After three days she was discharged to her home for self care. Her exam at discharge revealed mild abdominal tenderness, attributed to incisional pain. There was no recording of intestinal sounds in the discharge note written by the surgeon. The patient was advised to call if there were any problems and to return to the surgeon’s outpatient clinic in one week.
Thirty-six hours after discharge, the patient suddenly became unresponsive after having developed a distended abdomen over several hours. She was readmitted urgently with a diagnosis of bowel perforation and abdominal sepsis. Despite operative intervention and intensive care support, she died 48 hours after readmission.
The hospital performed a root cause analysis investigation and the findings concluded that this “unfortunate incident” was primarily related to insufficiencies in the hospital supply system resulting in the absence of the surgeon’s choice of suture.
A pre-op surgical protocol including ‘time out’ had been performed but had failed to note the absence of the suture. The surgeon had acted in good faith in adapting another suture, and bowel perforation was a recognized complication of surgery that the patient had been advised about when providing informed consent. Recommendations were made to improve efficiencies in the supply chain, the surgical setup and the pre-op checklist protocol processes.
This “unfortunate incident” resulted in the death of a mother who would never see her first grandchild. Anyone troubled yet? I began my analysis by using the fundamentals I learned early in medical school: “what do the vital signs tell us?” Postoperatively, the patient’s vital signs revealed a slowly, yet consistently increasing temperature (eventually reaching 38°C), a steadily increasing resting pulse and a slowly decreasing blood pressure.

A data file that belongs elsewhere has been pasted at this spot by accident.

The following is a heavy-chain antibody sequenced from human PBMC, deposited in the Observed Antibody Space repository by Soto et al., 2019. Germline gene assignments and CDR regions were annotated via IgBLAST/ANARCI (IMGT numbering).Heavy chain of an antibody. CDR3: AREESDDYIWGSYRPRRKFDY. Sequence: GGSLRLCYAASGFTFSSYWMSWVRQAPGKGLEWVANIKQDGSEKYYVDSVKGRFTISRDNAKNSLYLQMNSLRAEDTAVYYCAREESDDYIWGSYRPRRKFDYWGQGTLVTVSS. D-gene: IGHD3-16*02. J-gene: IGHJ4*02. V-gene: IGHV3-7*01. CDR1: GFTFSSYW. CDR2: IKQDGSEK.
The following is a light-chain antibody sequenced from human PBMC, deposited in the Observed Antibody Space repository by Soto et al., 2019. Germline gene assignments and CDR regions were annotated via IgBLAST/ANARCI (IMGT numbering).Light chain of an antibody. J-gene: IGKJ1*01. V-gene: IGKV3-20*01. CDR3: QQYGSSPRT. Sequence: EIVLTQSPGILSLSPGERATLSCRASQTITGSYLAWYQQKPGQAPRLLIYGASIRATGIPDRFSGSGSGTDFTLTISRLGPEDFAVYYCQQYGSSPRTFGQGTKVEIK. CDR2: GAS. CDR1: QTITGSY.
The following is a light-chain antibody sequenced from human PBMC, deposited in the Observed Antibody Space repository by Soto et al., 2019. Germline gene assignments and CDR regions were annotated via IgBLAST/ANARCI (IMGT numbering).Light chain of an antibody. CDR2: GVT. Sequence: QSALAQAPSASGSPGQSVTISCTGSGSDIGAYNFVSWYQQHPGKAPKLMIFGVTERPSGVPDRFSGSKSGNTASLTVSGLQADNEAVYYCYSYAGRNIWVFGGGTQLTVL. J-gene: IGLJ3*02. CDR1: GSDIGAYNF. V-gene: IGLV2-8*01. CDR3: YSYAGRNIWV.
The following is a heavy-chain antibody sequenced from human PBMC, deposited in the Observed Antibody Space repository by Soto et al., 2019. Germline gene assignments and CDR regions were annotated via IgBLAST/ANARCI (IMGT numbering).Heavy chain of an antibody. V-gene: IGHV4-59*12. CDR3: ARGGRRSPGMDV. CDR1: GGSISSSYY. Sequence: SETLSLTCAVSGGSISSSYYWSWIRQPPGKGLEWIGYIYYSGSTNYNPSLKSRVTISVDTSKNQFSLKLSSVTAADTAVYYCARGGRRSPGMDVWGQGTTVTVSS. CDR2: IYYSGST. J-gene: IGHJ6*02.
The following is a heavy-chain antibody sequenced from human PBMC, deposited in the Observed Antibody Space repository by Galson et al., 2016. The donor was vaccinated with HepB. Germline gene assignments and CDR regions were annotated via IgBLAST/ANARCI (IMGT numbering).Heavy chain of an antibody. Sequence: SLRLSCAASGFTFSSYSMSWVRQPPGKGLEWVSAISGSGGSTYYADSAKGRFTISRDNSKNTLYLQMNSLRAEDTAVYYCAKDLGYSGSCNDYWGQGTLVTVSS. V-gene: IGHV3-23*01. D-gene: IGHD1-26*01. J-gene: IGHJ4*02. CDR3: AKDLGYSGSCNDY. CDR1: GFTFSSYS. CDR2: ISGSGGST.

The patient’s blood pressure was still within the normal range but considerably lower than on admission or in the outpatient setting. This combination of findings, in association with continual complaints of abdominal pain (which often elevates blood pressure) “beyond normal expectations,” nausea and anorexia should have clearly, unconditionally, and without any doubt, suggested abdominal sepsis related to bowel perforation.
Additionally, the two bowel movements this patient had after surgery had both contained streaks of blood, which had been reported in the nursing notes but not communicated verbally to the surgeon.
The patient’s bowel perforation was a treatable condition and her death from sepsis was most likely preventable. The patient died because the surgeon failed to pay attention to the objective signs of evolving infection; these were fundamentals he was taught in medical school.
The patient might have lived to see her first grandchild had things been handled differently. Inattention to detail and failure to respond to evidence in a timely fashion were the cause of this patient’s death, not a supply problem, not a surgical setup problem, not a pre-op checklist protocol problem, and not even a failure of nursing communication problem.
Physicians are obliged to read nursing notes and to ask their nurse colleagues to share their concerns!
This root cause analysis lacked integrity. It was not intended to delve deeply to identify the real cause of this woman’s death, ie, the very compelling issues of failures in professional performance and factors that might have contributed to those failures. It was a whitewash, revealing a systemic institutional and cultural challenge that would serve no purpose, lead to no learning and possibly contribute to harm in other patients.
Without learning from mistakes, these mistakes are perpetuated. By extension, the hospital lacked integrity in its processes and was not highly reliable.
If a person or process has integrity, that’s what matters most; if a person or process lacks integrity, that’s all that matters.
Dr Dan Cohen is international medical director of Datix. He can be contacted at: firstname.lastname@example.org
High Reliability Organizations (HROs), Dan Cohen, Datix